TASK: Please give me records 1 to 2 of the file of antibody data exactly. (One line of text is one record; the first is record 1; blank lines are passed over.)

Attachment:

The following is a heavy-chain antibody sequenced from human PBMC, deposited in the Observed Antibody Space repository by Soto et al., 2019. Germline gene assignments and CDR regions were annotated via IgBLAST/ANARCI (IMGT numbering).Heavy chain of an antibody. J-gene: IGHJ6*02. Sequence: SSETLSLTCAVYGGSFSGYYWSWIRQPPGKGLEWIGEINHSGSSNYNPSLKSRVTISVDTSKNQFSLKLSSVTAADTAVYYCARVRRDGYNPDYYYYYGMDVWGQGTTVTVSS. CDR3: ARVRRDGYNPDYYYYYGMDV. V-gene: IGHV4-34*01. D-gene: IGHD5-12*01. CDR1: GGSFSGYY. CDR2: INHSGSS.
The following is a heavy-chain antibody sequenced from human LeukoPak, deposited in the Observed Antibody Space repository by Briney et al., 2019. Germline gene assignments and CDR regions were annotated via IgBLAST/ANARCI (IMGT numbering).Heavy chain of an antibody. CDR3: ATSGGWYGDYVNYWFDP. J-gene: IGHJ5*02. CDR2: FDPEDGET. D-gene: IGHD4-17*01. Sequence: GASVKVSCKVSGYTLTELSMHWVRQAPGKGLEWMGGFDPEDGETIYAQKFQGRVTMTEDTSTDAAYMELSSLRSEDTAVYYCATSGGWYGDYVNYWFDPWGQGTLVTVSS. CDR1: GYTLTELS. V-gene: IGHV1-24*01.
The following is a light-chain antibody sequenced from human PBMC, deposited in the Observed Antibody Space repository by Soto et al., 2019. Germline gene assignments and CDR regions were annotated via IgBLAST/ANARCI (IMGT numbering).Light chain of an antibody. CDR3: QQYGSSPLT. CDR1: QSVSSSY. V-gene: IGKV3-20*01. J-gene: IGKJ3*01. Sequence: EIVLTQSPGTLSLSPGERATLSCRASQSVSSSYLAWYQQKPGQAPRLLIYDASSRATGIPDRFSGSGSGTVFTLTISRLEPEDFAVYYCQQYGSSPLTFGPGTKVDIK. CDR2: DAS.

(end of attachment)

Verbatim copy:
The following is a heavy-chain antibody sequenced from human PBMC, deposited in the Observed Antibody Space repository by Soto et al., 2019. Germline gene assignments and CDR regions were annotated via IgBLAST/ANARCI (IMGT numbering).Heavy chain of an antibody. J-gene: IGHJ6*02. Sequence: SSETLSLTCAVYGGSFSGYYWSWIRQPPGKGLEWIGEINHSGSSNYNPSLKSRVTISVDTSKNQFSLKLSSVTAADTAVYYCARVRRDGYNPDYYYYYGMDVWGQGTTVTVSS. CDR3: ARVRRDGYNPDYYYYYGMDV. V-gene: IGHV4-34*01. D-gene: IGHD5-12*01. CDR1: GGSFSGYY. CDR2: INHSGSS.
The following is a heavy-chain antibody sequenced from human LeukoPak, deposited in the Observed Antibody Space repository by Briney et al., 2019. Germline gene assignments and CDR regions were annotated via IgBLAST/ANARCI (IMGT numbering).Heavy chain of an antibody. CDR3: ATSGGWYGDYVNYWFDP. J-gene: IGHJ5*02. CDR2: FDPEDGET. D-gene: IGHD4-17*01. Sequence: GASVKVSCKVSGYTLTELSMHWVRQAPGKGLEWMGGFDPEDGETIYAQKFQGRVTMTEDTSTDAAYMELSSLRSEDTAVYYCATSGGWYGDYVNYWFDPWGQGTLVTVSS. CDR1: GYTLTELS. V-gene: IGHV1-24*01.